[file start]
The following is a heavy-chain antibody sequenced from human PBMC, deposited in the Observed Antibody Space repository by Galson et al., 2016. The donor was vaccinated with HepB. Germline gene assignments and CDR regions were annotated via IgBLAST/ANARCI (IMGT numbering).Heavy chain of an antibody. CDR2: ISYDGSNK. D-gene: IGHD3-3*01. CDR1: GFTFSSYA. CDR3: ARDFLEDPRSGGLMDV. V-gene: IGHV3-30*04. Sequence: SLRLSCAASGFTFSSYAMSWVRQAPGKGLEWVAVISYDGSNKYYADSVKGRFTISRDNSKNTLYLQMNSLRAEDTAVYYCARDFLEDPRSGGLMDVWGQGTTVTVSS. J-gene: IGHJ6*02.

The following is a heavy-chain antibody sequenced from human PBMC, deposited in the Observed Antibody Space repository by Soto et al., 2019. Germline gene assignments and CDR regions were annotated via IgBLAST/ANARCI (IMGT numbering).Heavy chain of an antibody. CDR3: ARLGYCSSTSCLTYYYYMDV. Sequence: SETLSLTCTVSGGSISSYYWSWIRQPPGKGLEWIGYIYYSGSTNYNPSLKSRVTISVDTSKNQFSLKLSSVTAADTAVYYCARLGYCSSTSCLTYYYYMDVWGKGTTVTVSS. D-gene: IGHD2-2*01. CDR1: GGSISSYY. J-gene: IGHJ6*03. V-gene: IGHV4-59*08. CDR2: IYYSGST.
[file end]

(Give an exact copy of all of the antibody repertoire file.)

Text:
The following is a heavy-chain antibody sequenced from human PBMC, deposited in the Observed Antibody Space repository by Galson et al., 2016. The donor was vaccinated with HepB. Germline gene assignments and CDR regions were annotated via IgBLAST/ANARCI (IMGT numbering).Heavy chain of an antibody. CDR2: ISYDGSNK. D-gene: IGHD3-3*01. CDR1: GFTFSSYA. CDR3: ARDFLEDPRSGGLMDV. V-gene: IGHV3-30*04. Sequence: SLRLSCAASGFTFSSYAMSWVRQAPGKGLEWVAVISYDGSNKYYADSVKGRFTISRDNSKNTLYLQMNSLRAEDTAVYYCARDFLEDPRSGGLMDVWGQGTTVTVSS. J-gene: IGHJ6*02.

The following is a heavy-chain antibody sequenced from human PBMC, deposited in the Observed Antibody Space repository by Soto et al., 2019. Germline gene assignments and CDR regions were annotated via IgBLAST/ANARCI (IMGT numbering).Heavy chain of an antibody. CDR3: ARLGYCSSTSCLTYYYYMDV. Sequence: SETLSLTCTVSGGSISSYYWSWIRQPPGKGLEWIGYIYYSGSTNYNPSLKSRVTISVDTSKNQFSLKLSSVTAADTAVYYCARLGYCSSTSCLTYYYYMDVWGKGTTVTVSS. D-gene: IGHD2-2*01. CDR1: GGSISSYY. J-gene: IGHJ6*03. V-gene: IGHV4-59*08. CDR2: IYYSGST.